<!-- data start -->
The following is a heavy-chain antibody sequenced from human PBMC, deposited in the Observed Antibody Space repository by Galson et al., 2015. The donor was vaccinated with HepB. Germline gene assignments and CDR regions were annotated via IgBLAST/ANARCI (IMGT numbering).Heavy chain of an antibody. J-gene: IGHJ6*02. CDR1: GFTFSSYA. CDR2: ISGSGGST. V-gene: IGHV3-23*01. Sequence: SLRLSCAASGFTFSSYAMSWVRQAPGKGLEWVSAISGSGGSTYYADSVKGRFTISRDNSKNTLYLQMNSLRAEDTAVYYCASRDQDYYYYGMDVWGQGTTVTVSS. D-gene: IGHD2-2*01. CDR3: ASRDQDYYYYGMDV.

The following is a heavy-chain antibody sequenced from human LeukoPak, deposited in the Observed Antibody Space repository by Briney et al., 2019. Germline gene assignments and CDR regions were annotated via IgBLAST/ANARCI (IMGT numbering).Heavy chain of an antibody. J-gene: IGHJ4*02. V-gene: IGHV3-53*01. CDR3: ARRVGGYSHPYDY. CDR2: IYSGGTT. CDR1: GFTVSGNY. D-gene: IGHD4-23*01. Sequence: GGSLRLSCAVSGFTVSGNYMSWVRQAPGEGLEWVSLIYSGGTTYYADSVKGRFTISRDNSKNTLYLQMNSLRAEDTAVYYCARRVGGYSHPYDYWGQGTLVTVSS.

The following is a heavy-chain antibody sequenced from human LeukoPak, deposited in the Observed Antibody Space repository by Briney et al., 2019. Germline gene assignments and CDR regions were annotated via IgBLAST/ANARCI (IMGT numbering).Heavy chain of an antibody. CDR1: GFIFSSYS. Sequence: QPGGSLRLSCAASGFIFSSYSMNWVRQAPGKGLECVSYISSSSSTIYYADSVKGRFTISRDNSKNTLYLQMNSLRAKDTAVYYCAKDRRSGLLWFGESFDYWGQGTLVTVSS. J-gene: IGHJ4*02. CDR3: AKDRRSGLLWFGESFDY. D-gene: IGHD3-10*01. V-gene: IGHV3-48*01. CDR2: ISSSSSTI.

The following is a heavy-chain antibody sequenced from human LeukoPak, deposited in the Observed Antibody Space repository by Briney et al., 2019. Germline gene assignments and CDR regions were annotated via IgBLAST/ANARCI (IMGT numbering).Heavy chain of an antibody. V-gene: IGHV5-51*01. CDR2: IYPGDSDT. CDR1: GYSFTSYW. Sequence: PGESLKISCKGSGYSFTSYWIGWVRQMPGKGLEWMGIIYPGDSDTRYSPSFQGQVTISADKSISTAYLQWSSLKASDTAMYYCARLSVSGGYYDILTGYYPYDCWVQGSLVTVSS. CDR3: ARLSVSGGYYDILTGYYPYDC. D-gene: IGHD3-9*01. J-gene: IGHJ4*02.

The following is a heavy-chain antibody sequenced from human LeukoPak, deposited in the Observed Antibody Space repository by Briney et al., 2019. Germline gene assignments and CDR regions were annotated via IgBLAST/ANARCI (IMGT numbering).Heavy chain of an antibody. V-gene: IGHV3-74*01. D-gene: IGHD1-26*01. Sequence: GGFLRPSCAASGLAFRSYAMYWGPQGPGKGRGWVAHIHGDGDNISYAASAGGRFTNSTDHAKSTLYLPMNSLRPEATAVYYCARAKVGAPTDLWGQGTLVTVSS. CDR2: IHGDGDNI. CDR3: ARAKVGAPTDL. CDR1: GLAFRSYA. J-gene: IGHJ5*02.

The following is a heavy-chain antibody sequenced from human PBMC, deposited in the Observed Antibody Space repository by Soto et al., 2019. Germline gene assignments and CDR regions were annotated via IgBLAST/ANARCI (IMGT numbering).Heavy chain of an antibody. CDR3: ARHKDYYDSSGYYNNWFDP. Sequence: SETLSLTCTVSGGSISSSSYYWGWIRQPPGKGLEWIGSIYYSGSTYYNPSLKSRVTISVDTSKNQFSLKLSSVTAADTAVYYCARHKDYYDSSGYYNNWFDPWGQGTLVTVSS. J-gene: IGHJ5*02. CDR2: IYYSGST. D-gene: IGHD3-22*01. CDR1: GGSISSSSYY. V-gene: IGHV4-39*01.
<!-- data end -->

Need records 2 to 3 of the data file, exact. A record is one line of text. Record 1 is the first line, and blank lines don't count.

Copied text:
The following is a heavy-chain antibody sequenced from human LeukoPak, deposited in the Observed Antibody Space repository by Briney et al., 2019. Germline gene assignments and CDR regions were annotated via IgBLAST/ANARCI (IMGT numbering).Heavy chain of an antibody. J-gene: IGHJ4*02. V-gene: IGHV3-53*01. CDR3: ARRVGGYSHPYDY. CDR2: IYSGGTT. CDR1: GFTVSGNY. D-gene: IGHD4-23*01. Sequence: GGSLRLSCAVSGFTVSGNYMSWVRQAPGEGLEWVSLIYSGGTTYYADSVKGRFTISRDNSKNTLYLQMNSLRAEDTAVYYCARRVGGYSHPYDYWGQGTLVTVSS.

The following is a heavy-chain antibody sequenced from human LeukoPak, deposited in the Observed Antibody Space repository by Briney et al., 2019. Germline gene assignments and CDR regions were annotated via IgBLAST/ANARCI (IMGT numbering).Heavy chain of an antibody. CDR1: GFIFSSYS. Sequence: QPGGSLRLSCAASGFIFSSYSMNWVRQAPGKGLECVSYISSSSSTIYYADSVKGRFTISRDNSKNTLYLQMNSLRAKDTAVYYCAKDRRSGLLWFGESFDYWGQGTLVTVSS. J-gene: IGHJ4*02. CDR3: AKDRRSGLLWFGESFDY. D-gene: IGHD3-10*01. V-gene: IGHV3-48*01. CDR2: ISSSSSTI.